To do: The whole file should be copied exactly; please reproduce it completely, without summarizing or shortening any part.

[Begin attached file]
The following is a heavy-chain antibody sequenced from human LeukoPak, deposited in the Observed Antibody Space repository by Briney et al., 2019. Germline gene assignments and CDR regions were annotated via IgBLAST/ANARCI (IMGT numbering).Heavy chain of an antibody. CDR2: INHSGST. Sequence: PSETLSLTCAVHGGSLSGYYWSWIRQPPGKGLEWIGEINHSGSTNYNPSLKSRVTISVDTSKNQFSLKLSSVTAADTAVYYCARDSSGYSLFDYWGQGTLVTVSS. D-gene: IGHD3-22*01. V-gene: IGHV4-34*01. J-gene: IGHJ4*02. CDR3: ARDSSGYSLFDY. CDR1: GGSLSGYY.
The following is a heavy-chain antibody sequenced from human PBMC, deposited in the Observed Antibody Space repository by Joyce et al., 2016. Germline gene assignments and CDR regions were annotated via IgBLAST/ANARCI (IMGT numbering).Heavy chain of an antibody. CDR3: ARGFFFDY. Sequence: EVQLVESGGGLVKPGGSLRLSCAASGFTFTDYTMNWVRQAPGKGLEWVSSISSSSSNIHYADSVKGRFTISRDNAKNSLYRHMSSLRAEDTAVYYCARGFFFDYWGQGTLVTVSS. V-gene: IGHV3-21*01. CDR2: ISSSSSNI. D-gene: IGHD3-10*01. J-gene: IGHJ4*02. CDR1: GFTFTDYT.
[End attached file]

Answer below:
The following is a heavy-chain antibody sequenced from human LeukoPak, deposited in the Observed Antibody Space repository by Briney et al., 2019. Germline gene assignments and CDR regions were annotated via IgBLAST/ANARCI (IMGT numbering).Heavy chain of an antibody. CDR2: INHSGST. Sequence: PSETLSLTCAVHGGSLSGYYWSWIRQPPGKGLEWIGEINHSGSTNYNPSLKSRVTISVDTSKNQFSLKLSSVTAADTAVYYCARDSSGYSLFDYWGQGTLVTVSS. D-gene: IGHD3-22*01. V-gene: IGHV4-34*01. J-gene: IGHJ4*02. CDR3: ARDSSGYSLFDY. CDR1: GGSLSGYY.
The following is a heavy-chain antibody sequenced from human PBMC, deposited in the Observed Antibody Space repository by Joyce et al., 2016. Germline gene assignments and CDR regions were annotated via IgBLAST/ANARCI (IMGT numbering).Heavy chain of an antibody. CDR3: ARGFFFDY. Sequence: EVQLVESGGGLVKPGGSLRLSCAASGFTFTDYTMNWVRQAPGKGLEWVSSISSSSSNIHYADSVKGRFTISRDNAKNSLYRHMSSLRAEDTAVYYCARGFFFDYWGQGTLVTVSS. V-gene: IGHV3-21*01. CDR2: ISSSSSNI. D-gene: IGHD3-10*01. J-gene: IGHJ4*02. CDR1: GFTFTDYT.